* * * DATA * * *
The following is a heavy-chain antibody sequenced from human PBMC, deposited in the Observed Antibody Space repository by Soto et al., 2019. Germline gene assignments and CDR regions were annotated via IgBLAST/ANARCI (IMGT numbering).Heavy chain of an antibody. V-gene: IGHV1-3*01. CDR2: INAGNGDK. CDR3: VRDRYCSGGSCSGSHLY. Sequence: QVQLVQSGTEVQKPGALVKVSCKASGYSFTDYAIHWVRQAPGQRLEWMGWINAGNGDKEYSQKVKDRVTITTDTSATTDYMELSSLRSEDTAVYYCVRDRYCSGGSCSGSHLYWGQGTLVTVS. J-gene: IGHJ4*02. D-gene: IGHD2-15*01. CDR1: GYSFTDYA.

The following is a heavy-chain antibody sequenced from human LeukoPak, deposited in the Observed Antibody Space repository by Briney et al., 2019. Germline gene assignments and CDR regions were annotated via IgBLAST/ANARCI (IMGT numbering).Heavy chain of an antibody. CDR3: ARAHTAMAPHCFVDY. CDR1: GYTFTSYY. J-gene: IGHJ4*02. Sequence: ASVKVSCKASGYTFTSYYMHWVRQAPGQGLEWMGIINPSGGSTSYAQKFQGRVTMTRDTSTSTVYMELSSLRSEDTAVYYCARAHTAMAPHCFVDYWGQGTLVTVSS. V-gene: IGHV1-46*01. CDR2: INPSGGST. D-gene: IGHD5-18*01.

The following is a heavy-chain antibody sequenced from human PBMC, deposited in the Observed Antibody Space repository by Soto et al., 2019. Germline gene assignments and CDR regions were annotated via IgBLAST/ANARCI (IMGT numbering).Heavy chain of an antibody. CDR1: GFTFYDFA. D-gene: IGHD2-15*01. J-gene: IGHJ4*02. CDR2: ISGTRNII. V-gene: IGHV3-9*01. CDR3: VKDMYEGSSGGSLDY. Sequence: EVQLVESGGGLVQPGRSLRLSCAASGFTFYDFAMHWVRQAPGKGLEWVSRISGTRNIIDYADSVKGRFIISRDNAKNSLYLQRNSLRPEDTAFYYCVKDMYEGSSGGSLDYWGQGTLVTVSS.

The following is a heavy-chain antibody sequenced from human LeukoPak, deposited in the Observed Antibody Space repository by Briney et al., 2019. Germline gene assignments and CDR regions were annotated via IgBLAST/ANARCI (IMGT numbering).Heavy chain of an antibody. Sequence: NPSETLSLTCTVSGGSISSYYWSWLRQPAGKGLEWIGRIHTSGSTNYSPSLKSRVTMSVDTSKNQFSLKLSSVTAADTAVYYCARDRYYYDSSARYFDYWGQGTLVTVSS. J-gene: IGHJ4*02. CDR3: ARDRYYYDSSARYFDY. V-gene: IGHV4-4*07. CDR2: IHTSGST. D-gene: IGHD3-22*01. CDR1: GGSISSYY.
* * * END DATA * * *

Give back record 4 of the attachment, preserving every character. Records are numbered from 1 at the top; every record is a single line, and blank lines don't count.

The following is a heavy-chain antibody sequenced from human LeukoPak, deposited in the Observed Antibody Space repository by Briney et al., 2019. Germline gene assignments and CDR regions were annotated via IgBLAST/ANARCI (IMGT numbering).Heavy chain of an antibody. Sequence: NPSETLSLTCTVSGGSISSYYWSWLRQPAGKGLEWIGRIHTSGSTNYSPSLKSRVTMSVDTSKNQFSLKLSSVTAADTAVYYCARDRYYYDSSARYFDYWGQGTLVTVSS. J-gene: IGHJ4*02. CDR3: ARDRYYYDSSARYFDY. V-gene: IGHV4-4*07. CDR2: IHTSGST. D-gene: IGHD3-22*01. CDR1: GGSISSYY.